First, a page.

There have been few really long term studies of a-fib progression/prognosis generally and even less in athletes, but the research seems to be heading in the direction of - it's hard to predict. For example, in one of the longest studies on a-fib progression, only ~40% of cases progressed from paroxsymal ('come and go') a-fib to persistent a-fib over the course of 6 years. In another ~4 year study, ~40% had no recurrence, ~40% remained in paroxsymal a-fib and ~20% progressed to 'persistent' a-fib
So, for the time being, I am taking a low-dose aspirin a day to decrease the risk of a clot forming but continuing to exercise as normal. The only change in that regard is if I feel an a-fib episode coming on, I will slow to a walk until it dissipates. Hardly a major issue. I see it as my body reminding me that it may be time to stop and smell the flowers every once in a while :-)
More advanced treatment options usually involve beta blockers to slow the heart coupled with more heavy-duty blood thinners such as Warfarin or cardiac ablation - a procedure to burn off the faulty tissue that is causing the 'short circuit'. While beta blockers don't appeal due to my relationship with exercise, I will consider ablation if the bouts become more persistent. Regarding ablation, an important thing to note is that according to Tutuianu et al. (2015)the success of the procedure, particularly a single procedure, goes down after the a-fib moves from paroxsymal (temporary) to persistent. Ablation when paroxsymal resulted in 61% remission at 3 years vs only 41% when the condition had progressed to persistent before ablation. That said, multiple ablations increased this to a 77% success rate. So, to me it's a bit of 'bet-hedging' on the likely progression of the condition vs the potential need for multiple ablations in the future.
In retrospect, what would I have done differently?
I should add the standard disclaimers at this point. I am an exercise physiologist, not a Doctor. Take my perspective purely as my perspective. If you're having issues you should chat with a cardiologist.
While the understanding of this condition, especially athletic contributors to this condition, is very much still in the formative stage, I suspect that we will find that, like most health issues, stress coupled with inflammation and incomplete recovery/healing plays a large role. Already the increased incidence of fibrosis in trained arrhythmic hearts would point to this as an important factor. In this sense, it may be fair to conclude that rather than the cardiac stress itself, incomplete recovery/healing from the stress & or sustained inflammation plays an important role. I can certainly think back to doing dumb things like training & racing while ill and training when my body was clearly in a state of inflammation and requesting recovery. I suspect these instances may play a disproportionate role in the development of a-fib. If talking to my younger self, I would advise him to err on the overly cautious side when coming back from illness or big load. On a related note, because Heart Rate Variability is one of the best and easiest ways to monitor the body's inflammatory state, I would also advise him to begin monitoring his HRV (& acting in accordance with it) much earlier in his athletic journey.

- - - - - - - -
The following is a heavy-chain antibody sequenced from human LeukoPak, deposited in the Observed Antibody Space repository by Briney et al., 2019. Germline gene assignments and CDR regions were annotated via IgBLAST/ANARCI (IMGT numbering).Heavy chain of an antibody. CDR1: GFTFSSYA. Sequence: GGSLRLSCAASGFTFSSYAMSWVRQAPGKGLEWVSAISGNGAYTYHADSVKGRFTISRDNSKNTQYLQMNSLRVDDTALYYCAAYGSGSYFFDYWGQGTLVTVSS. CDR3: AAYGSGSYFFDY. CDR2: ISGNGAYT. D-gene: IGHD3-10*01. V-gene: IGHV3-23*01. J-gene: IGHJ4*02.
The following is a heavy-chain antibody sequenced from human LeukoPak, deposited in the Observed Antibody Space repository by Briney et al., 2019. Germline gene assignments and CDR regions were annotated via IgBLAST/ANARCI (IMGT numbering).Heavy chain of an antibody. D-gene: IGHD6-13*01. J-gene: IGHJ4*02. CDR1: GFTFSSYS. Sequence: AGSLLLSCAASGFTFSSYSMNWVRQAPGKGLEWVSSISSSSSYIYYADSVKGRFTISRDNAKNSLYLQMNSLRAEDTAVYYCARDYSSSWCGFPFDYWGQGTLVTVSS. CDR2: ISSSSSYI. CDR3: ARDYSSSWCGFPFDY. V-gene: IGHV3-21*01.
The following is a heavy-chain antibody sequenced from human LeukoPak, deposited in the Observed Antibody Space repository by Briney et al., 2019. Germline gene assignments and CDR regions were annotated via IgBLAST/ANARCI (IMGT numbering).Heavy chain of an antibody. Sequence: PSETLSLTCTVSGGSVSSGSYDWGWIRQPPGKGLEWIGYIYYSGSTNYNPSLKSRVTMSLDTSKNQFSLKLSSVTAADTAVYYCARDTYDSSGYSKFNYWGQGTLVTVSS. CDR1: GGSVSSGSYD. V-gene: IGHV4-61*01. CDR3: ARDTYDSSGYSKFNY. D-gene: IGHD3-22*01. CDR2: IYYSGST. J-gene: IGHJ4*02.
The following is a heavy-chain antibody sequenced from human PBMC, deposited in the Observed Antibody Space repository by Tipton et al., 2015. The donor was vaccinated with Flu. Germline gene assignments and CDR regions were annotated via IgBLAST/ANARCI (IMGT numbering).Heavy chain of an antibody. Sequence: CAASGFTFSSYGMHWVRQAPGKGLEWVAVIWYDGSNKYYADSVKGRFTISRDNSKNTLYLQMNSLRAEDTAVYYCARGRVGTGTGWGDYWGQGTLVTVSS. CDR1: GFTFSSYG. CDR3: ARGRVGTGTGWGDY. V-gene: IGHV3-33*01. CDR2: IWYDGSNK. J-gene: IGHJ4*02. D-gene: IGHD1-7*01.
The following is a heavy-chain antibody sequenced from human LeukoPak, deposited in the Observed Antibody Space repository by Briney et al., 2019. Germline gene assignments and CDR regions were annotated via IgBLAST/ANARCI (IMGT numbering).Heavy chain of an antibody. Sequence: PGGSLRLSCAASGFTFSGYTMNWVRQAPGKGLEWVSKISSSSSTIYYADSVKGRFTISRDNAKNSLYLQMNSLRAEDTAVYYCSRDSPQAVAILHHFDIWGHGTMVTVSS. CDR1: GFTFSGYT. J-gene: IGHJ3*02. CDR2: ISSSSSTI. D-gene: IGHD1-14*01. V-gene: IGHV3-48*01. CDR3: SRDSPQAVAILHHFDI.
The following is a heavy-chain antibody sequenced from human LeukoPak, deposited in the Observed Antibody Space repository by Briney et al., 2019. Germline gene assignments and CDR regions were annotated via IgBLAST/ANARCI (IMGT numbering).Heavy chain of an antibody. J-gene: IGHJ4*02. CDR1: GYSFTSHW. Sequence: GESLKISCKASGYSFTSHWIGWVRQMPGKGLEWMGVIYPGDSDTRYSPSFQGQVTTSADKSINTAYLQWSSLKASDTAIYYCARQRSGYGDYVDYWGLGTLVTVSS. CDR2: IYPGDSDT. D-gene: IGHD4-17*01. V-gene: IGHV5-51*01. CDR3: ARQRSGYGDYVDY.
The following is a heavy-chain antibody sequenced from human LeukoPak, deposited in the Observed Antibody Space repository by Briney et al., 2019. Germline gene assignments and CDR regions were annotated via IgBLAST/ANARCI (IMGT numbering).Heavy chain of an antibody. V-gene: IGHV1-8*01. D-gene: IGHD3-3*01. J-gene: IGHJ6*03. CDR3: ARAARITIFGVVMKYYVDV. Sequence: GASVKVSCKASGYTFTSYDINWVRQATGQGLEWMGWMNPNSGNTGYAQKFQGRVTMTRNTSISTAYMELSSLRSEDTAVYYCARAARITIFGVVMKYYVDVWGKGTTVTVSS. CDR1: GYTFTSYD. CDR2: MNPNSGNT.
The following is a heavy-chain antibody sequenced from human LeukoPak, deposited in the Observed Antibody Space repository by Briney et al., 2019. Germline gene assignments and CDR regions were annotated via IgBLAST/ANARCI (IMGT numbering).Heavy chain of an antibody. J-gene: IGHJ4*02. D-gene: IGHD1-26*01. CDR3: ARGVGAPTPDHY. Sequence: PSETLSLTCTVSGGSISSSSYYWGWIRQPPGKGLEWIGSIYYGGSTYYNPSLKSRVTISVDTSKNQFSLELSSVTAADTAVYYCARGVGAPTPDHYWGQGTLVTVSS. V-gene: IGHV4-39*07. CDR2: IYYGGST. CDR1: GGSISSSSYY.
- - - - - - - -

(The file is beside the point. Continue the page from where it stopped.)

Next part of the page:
One thing that I did do right was to recognise the importance of an 'extended break' or unloading period each year. Furlanello et al. (1998) found that in a number of cases, among elite athletes, a-fib can be treated by simply inserting a deliberate, extended period of detraining/recovery.
While I will keep posting here as my experience progresses and I continue to learn about the condition, my current conclusions would be
* If you live long enough, chances are pretty good that you will develop a-fib at some point.
* If you are a serious endurance athlete, this process is likely sped up in accordance with your lifelong training volume.
* But, if you are an endurance athlete, many of the more serious (deadly!) problems associated with a-fib (stroke, heart failure etc) are strongly mitigated due to your improved fitness and metabolic health.
* So, despite my recent experience, in a risk/reward sense I still firmly believe that a large amount of aerobic activity is a VERY good thing for your overall health & I plan to continue adding to my lifetime beats tally! :-)
Just be sure to...